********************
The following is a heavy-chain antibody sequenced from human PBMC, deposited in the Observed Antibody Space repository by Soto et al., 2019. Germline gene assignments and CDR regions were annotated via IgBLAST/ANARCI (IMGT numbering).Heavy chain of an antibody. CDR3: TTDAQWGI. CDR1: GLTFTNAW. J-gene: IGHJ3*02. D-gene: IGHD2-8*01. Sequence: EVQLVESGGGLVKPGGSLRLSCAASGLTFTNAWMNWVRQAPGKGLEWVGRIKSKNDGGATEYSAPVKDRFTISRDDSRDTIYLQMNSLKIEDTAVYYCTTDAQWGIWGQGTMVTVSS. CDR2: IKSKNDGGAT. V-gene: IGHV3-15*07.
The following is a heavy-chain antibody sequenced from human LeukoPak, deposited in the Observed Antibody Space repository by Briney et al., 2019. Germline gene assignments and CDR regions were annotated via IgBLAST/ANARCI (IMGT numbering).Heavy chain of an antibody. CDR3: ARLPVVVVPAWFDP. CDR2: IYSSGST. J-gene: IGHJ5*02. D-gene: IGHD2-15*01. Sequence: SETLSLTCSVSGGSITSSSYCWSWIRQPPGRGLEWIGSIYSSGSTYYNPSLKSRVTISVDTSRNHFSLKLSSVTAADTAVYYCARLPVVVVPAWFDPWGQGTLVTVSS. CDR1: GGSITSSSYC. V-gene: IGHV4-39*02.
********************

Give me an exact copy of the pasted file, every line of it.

The following is a heavy-chain antibody sequenced from human PBMC, deposited in the Observed Antibody Space repository by Soto et al., 2019. Germline gene assignments and CDR regions were annotated via IgBLAST/ANARCI (IMGT numbering).Heavy chain of an antibody. CDR3: TTDAQWGI. CDR1: GLTFTNAW. J-gene: IGHJ3*02. D-gene: IGHD2-8*01. Sequence: EVQLVESGGGLVKPGGSLRLSCAASGLTFTNAWMNWVRQAPGKGLEWVGRIKSKNDGGATEYSAPVKDRFTISRDDSRDTIYLQMNSLKIEDTAVYYCTTDAQWGIWGQGTMVTVSS. CDR2: IKSKNDGGAT. V-gene: IGHV3-15*07.
The following is a heavy-chain antibody sequenced from human LeukoPak, deposited in the Observed Antibody Space repository by Briney et al., 2019. Germline gene assignments and CDR regions were annotated via IgBLAST/ANARCI (IMGT numbering).Heavy chain of an antibody. CDR3: ARLPVVVVPAWFDP. CDR2: IYSSGST. J-gene: IGHJ5*02. D-gene: IGHD2-15*01. Sequence: SETLSLTCSVSGGSITSSSYCWSWIRQPPGRGLEWIGSIYSSGSTYYNPSLKSRVTISVDTSRNHFSLKLSSVTAADTAVYYCARLPVVVVPAWFDPWGQGTLVTVSS. CDR1: GGSITSSSYC. V-gene: IGHV4-39*02.